Membership medicine is primary care offered directly to consumers and employers without insurance administration. You've probably heard of it described by many names, including direct primary care (DPC), direct-pay, concierge, cash-only, and retainer.
A 2014 survey by the Physicians Foundation found that 20 percent of physicians either practice or are planning to transition to one of these alternative models in the next several years. Concierge Medicine Today estimates concierge medicine and direct-pay physicians and/or physician clinics number approximately 12,000 throughout the U.S.
Why is membership medicine becoming so popular? One reason is these practices no longer generate revenue based on how many patients they see. Most membership-medicine physicians treat just six patients to 10 patients per day, versus 20 patients or more seen by physicians who bill third-party payers. According to Qliance, a DPC network, these physicians report having more time to spend with each patient, giving them greater professional satisfaction and reducing "burn-out" experienced from seeing high volumes of patients.
But another force behind the growth of membership medicine is plain old common sense and economics. In a nation where healthcare costs have been skyrocketing out of control for years, membership medicine offers a new way to dramatically reduce costs for both physicians and their patients.
Reducing Costs for Patients
Think of your a patient's body as an automobile. They don't have an expensive insurance policy to cover routine maintenance like oil changes or tire rotations. They do have auto insurance for catastrophic accidents or theft. So why do people have health insurance for routine visits to their primary-care doctor?
With membership medicine, patients pay in cash for routine and affordable care, saving insurance for expensive surgeries and hospital visits. With the passage of the Affordable Care Act, the economics of membership medicine became truly compelling. A family of four can sign up for a very high-deductible plan that will cover high-cost medical expenses that rarely occur. They can simultaneously pay a reasonable monthly fee to a membership medicine practice for unlimited visits for routine healthcare, including annual exams. The majority of membership medicine practice fees, which usually include unlimited visits for primary care, cost less than $135 per month on average.
Because the patient has unrestricted access to their primary-care provider, the overall cost of the patient's healthcare can be reduced significantly. A recent analysis of two years' worth of data by Qliance shows a 20 percent reduction in overall healthcare costs annually per patient, compared to traditional healthcare delivery systems. There were simply fewer costly hospitalizations, emergency room visits, and imaging studies per patient.
Reducing Costs for Practices
There is enormous economic pressure on today's independent physician practices to take a salaried job with a large practice, hospital, or health system. Over the past decade, these physicians have been steadily squeezed between higher overhead costs and lower reimbursements. No wonder a recent survey by Merritt Hawkins found just 35 percent of physicians were either practice owners or partners in 2014 — down from 62 percent in 2008.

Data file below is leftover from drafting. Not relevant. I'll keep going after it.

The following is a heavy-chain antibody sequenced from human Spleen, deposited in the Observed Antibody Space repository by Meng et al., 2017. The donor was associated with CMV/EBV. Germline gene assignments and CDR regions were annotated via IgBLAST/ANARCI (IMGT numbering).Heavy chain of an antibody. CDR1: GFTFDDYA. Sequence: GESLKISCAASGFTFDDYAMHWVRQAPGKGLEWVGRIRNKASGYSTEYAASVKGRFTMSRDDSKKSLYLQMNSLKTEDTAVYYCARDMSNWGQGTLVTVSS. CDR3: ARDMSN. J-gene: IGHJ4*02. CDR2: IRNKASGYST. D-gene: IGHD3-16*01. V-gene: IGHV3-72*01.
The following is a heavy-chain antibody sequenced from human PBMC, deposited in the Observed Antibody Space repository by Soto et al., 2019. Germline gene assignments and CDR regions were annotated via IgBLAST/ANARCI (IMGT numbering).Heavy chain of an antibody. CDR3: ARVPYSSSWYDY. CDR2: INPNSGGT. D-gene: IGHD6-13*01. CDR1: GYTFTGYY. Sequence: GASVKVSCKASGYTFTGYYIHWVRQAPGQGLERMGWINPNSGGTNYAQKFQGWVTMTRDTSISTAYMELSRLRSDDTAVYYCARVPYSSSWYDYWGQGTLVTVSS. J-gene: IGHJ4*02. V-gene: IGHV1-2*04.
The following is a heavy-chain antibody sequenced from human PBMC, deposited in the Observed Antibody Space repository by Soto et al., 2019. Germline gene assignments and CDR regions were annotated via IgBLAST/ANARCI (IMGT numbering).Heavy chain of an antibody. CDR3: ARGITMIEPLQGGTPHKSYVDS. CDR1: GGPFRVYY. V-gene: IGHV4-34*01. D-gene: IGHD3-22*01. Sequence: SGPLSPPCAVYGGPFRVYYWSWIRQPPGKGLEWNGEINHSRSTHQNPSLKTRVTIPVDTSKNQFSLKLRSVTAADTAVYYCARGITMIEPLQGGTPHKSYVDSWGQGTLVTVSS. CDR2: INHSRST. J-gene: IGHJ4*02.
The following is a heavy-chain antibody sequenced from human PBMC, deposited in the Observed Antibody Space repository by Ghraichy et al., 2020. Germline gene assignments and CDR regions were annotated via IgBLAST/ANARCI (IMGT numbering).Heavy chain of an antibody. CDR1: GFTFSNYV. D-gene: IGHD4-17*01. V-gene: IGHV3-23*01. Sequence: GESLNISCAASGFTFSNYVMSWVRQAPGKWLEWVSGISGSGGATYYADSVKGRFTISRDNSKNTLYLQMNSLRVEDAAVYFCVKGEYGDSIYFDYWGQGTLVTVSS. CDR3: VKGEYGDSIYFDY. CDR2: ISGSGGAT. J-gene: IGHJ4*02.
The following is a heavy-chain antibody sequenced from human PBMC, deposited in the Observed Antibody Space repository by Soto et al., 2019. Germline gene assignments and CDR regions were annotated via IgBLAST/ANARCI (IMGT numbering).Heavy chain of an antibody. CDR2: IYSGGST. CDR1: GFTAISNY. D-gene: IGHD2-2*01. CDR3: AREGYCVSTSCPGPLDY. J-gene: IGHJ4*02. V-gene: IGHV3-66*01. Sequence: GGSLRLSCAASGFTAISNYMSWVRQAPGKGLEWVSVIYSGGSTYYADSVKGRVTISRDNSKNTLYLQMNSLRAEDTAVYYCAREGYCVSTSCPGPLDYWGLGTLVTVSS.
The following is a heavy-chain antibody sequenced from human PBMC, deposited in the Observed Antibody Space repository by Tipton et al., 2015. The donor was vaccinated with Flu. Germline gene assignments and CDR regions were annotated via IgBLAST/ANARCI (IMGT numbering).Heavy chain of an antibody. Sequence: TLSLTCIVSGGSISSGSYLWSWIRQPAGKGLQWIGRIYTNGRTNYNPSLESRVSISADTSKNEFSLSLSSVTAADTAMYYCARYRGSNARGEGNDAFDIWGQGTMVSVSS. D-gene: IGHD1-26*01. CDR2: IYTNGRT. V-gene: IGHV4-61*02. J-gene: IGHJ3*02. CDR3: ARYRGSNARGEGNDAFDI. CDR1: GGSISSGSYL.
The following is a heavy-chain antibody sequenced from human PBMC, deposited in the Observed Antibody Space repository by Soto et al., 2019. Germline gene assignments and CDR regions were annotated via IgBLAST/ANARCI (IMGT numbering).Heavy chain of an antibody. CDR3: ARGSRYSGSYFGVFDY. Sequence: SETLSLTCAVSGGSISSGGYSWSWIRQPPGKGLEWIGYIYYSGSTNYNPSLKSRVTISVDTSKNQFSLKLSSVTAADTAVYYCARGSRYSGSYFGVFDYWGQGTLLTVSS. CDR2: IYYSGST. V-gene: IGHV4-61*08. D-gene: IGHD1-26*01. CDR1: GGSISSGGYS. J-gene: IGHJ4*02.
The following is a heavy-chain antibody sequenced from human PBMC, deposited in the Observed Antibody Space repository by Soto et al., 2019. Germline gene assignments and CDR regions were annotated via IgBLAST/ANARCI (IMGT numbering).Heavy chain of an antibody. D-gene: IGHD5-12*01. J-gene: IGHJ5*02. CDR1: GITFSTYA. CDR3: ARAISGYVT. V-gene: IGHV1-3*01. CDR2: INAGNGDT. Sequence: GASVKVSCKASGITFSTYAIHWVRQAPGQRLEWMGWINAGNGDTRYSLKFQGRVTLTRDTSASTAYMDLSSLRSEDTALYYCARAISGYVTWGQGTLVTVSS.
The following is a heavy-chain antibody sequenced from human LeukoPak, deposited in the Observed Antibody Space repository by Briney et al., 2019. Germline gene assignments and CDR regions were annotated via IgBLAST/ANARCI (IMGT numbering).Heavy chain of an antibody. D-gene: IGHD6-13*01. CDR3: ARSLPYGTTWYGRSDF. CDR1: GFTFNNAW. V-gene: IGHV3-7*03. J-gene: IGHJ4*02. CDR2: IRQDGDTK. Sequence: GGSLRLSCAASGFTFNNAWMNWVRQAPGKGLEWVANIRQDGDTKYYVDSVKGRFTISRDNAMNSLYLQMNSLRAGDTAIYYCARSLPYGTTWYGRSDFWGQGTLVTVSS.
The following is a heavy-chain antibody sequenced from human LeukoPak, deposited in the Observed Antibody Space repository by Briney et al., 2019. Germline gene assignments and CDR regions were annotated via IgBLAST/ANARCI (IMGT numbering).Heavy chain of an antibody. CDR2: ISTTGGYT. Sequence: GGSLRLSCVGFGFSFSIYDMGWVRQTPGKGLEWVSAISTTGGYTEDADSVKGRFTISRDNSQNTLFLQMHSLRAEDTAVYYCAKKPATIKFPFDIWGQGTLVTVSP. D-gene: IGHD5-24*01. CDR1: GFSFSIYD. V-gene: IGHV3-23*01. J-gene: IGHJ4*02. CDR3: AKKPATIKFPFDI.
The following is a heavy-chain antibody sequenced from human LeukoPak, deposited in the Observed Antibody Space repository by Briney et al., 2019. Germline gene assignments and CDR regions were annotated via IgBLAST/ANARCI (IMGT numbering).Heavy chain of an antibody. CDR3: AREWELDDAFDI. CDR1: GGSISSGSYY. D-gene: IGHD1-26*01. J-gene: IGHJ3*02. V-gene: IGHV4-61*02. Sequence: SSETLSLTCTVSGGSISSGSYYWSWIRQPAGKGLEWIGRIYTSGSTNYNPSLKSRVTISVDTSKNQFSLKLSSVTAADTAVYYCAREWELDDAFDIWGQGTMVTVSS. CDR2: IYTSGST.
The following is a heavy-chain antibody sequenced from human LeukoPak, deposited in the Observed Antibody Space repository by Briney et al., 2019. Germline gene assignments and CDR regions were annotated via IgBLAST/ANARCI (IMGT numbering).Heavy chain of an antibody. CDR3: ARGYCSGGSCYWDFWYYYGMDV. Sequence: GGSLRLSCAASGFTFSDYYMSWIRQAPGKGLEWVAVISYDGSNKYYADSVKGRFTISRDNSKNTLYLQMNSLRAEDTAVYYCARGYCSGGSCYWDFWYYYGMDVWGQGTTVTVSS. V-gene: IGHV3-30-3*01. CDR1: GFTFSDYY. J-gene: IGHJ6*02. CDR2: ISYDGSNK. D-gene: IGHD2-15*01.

Membership medicine could be the answer to maintaining physician independence in the U.S. According to a recent article in The Wall Street Journal, when insurance billing isn't involved, physicians can save an average of 40 percent in overhead administrative expenses. Many membership medicine practices can have just one or two employees because billing is eliminated. These savings are passed down to patients in lower fees, but also help keep physicians practicing independently.
Some physicians find it makes more sense to have a hybrid style of practice. For example, more than 80 percent of concierge physicians accept insurance in their practice, while the remaining have cash-only healthcare practices.
Gaining Ground in Some States
Due to a patchwork of state laws and lack of federal guidance, membership medicine is gaining more ground in some parts of the country than in others. The top areas for membership medicine include southern states, such as Florida, Georgia, Louisiana, North Carolina, and Tennessee; and western states like Colorado, Texas, Utah, and Washington State.
In many states, third-party payers are fighting against membership medicine because it threatens their business model. One of the core arguments made against membership medicine is that it is just another form of insurance, and thus medical practices offering DPC should be regulated as insurance companies and made to comply with all of the same rules and regulations. Membership medicine practices argue that they are simply accepting cash for a service, just like any other business. They make an analogy between a membership medicine practice and a health club, where members pay a monthly fee to exercise as often as they want.
No matter what happens in state legislatures and Congress, there is growing public awareness of this alternative model for medicine. The fitness center industry was barely getting started in the 1970s, yet today more than 41 million Americans are members of some kind of health club. Given the demonstrated advantages of better quality care at a lower cost for patients, could similar growth for membership medicine be far behind?
Evan Pankey, MMSc, is a product manager for Pri-Med InLight EHR. Evan has designed solutions currently in use at Harvard Medical School, Children’s Hospital Boston, and Massachusetts General Hospital. He can be reached at [email protected].